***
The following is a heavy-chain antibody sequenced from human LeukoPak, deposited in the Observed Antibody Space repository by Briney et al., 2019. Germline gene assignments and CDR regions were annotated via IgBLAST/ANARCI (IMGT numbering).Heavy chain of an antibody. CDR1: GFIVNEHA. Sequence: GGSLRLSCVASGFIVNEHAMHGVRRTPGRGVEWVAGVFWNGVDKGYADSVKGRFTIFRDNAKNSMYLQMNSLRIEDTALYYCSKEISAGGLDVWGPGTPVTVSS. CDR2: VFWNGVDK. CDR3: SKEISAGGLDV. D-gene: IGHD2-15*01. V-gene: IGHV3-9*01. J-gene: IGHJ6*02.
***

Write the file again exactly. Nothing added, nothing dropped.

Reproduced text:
The following is a heavy-chain antibody sequenced from human LeukoPak, deposited in the Observed Antibody Space repository by Briney et al., 2019. Germline gene assignments and CDR regions were annotated via IgBLAST/ANARCI (IMGT numbering).Heavy chain of an antibody. CDR1: GFIVNEHA. Sequence: GGSLRLSCVASGFIVNEHAMHGVRRTPGRGVEWVAGVFWNGVDKGYADSVKGRFTIFRDNAKNSMYLQMNSLRIEDTALYYCSKEISAGGLDVWGPGTPVTVSS. CDR2: VFWNGVDK. CDR3: SKEISAGGLDV. D-gene: IGHD2-15*01. V-gene: IGHV3-9*01. J-gene: IGHJ6*02.